Gex: Enter the Gecko
This was a PS1 platformer where you played as a gecko jumping around haunted houses, prehistoric deserts, computer chips, and other movie themed levels. Voiced by Dana Gould, the gecko periodically spouted 90s references only a media savvy grownup would understand, punctuated by “It’s tail time!” when you’d attack a bouncy jack o’ lantern with your tail. In the haunted house levels, for example, he would say, “Reminds me of Halloween at Rip Taylor’s!” and I’d think, ‘Who’s Rip Taylor? I’m 11.” In the dinosaur stages, he would say, “Marshall, Will, and Holly on a routine expedition,” and I’d be like, “What? Who are those people? What is he talking about? I’m 11.” These statements had the cadence of jokes, so, nevertheless, a vague sense of joviality pervaded the gameplay experience.
I remember this game was difficult, perhaps because I was eleven and cognitively stunted and also bad at videogames. Also lonely.
Small Soldiers: The Game
Adapting Small Soldiers into a videogame seems pretty straightforward: just have tiny gorgonites battling tiny soldiers in bathtubs, living rooms, and backyards, like the Army Men games except without the existential despair. Instead, they made a sci-fi fantasy game from the world of Small Soldiers. Like if during the movie Small Soldiers, some kid had been playing a Small Soldiers videogame, that would be this game, kind of like how that Buzz Lightyear cartoon show seemed to be from the world of Toy Story. That is to say, meta as all hell. Michael Giacchino — Lost, Star Trek, Up, Ratatouille –composed the soundtrack, so running around a swamp or a generic temple felt outrageously epic. The music invoked the sense this wasn’t just a game but a glorious crusade to wipe out all American soldiers like the climax of Avatar.
For the most part, I played Small Soldiers on two-player with my older, smarter cousins, so I could win via camping, hoarding, and prior knowledge of special item locations. Certain talismans allowed me to send giant bats and eyeball monsters to hunt down and murder my cousins, and I would collect these over and over until they threw down the controller and left. In this way, I would marginally raise my self-esteem while alienating those who agreed to play. Eventually, my high school placed me into the mentor program to prevent further depression/instability/blogging, but now we’re getting off track.
I think this game satirized consumerism, the military industrial complex, and videogame mascots, but maybe I’m giving it too much credit. Like Gex, Tiny Tank punctuated every action with a quip — whether jumping, shooting, or collecting turret upgrades. While shooting at other robots, he’d say, “Brownie point,” or “Downsized!” or “Bingo!” While jumping, he’d say something like, “Get out of my way or die!” For some reason, this constant stream of wisecracks didn’t annoy me as a child, but I suspect it’s because I’d been trained by 90s media to expect mindless repetition and excessive catchphrases.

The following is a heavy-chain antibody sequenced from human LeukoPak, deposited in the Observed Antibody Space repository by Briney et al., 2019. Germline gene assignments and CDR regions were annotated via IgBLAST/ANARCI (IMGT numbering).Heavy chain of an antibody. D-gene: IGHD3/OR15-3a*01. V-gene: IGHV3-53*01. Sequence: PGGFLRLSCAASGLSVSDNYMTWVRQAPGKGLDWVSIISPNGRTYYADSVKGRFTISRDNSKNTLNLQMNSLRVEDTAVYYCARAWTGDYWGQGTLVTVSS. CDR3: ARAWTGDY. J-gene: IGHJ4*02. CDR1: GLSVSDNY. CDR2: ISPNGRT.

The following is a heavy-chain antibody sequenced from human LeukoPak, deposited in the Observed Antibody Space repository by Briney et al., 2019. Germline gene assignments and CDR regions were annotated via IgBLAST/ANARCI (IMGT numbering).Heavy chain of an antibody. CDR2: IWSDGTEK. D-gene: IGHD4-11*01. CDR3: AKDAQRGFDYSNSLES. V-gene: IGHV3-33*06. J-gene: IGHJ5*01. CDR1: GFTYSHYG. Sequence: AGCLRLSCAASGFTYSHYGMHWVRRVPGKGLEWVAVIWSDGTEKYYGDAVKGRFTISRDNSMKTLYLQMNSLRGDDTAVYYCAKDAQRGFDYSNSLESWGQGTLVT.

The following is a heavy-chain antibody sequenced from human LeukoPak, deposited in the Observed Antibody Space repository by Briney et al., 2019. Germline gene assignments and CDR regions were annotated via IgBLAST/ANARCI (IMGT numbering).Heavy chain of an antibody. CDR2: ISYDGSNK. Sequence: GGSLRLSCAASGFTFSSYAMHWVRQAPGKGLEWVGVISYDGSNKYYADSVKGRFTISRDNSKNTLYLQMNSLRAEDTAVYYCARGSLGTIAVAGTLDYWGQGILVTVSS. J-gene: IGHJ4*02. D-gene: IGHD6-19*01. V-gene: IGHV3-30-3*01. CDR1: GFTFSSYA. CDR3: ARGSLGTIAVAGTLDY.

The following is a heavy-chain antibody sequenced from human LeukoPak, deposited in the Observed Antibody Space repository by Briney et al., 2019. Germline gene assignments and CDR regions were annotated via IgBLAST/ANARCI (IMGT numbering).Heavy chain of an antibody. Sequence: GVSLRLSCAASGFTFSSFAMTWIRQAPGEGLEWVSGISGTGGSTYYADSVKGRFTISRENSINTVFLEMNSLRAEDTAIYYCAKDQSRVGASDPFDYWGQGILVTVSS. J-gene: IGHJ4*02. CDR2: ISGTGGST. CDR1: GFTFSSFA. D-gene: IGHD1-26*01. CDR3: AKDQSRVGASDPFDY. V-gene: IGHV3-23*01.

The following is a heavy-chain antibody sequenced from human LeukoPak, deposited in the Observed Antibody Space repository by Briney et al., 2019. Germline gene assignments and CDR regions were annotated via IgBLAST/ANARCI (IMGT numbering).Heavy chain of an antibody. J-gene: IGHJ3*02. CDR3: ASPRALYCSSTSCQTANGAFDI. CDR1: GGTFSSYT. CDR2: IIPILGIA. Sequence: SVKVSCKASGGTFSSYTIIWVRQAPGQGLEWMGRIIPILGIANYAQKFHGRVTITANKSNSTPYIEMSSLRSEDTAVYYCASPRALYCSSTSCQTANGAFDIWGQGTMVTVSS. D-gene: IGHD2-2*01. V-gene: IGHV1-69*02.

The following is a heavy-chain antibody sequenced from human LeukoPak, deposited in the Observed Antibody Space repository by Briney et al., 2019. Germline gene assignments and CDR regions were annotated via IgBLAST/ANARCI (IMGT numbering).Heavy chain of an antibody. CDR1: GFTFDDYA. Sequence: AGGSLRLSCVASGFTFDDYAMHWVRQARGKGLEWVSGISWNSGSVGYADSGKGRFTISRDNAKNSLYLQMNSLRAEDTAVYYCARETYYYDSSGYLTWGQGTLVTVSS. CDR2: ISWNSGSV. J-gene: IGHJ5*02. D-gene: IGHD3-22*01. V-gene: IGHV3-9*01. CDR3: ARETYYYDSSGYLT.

During the game, Tiny Tank’s nemesis Mutank would host a call-in talk show in which he’d interview and inspire his robot followers, thus humanizing all these random enemies you’d been dispatching so casually. This was my favorite part; I would stop the game and listen raptly as the little comedy sketch unfolded. It should be noted my childhood was intellectually engaging and not at all empty of meaning or hope.
The Grinch: The Game
Based on the live action Jim Carrey movie, this was a platformer where you, the titular Grinch, ran (cavorted hideously) around Whoville, ruining Christmas with stinky breath, rotten egg launchers, and other nonviolent apparatuses. Despite presumably being a game for children, the puzzles confused the hell out of me. I remember a level where I had to search for a coat or something for hours before finding it behind a random who’s (whose/whovillain’s/whovian’s?) front door, and I had a momentary vision of my life: its transience, its ephemerality, how I had spent so much of my precious time as a living human searching for an imaginary computer generated coat — oh dear God, YOLO.
Sometimes while smashing gifts and destroying Christmas trees, little kids would run up and try to hug you because they believed they might warm your cold cold soul if only for a moment. This was an actual enemy type — small children who tried to hug your legs, and you had to shake them off like overly affectionate dogs. Did a shiver of empathy run through me during these moments? Rejection of human warmth in favor of a lifetime of hateful reclusion? No way, I have tons of internet friends.
Star Wars: Masters of Teras Kasi
This game crossed Mortal Kombat with Star Wars. You know, like you always wished for? You could play as main characters like Luke and Darth Vader along with: Hoar the Tusken Raider, pig guy who guards Jabba’s palace, Luke’s girlfriend/wife from the books, and some kind of magic assassin lady with a metal arm.
Although in the movies, lightsabers could chop through arms and legs like butter, in this game, it was like whacking people with a glowing baseball bat or a cattle prod—woefully inaccurate. The Tusken Raider could impale an opponent with his spear and flip him/her like a pancake without a drop of blood. Then again, I know they couldn’t make a game where Luke decapitates Leia and holds up her severed head in triumph; that would be unreasonable. Fortunately, I wasn’t one of those teenage boys who needed to see gore to quell the rising torrent of antipathy, no sir.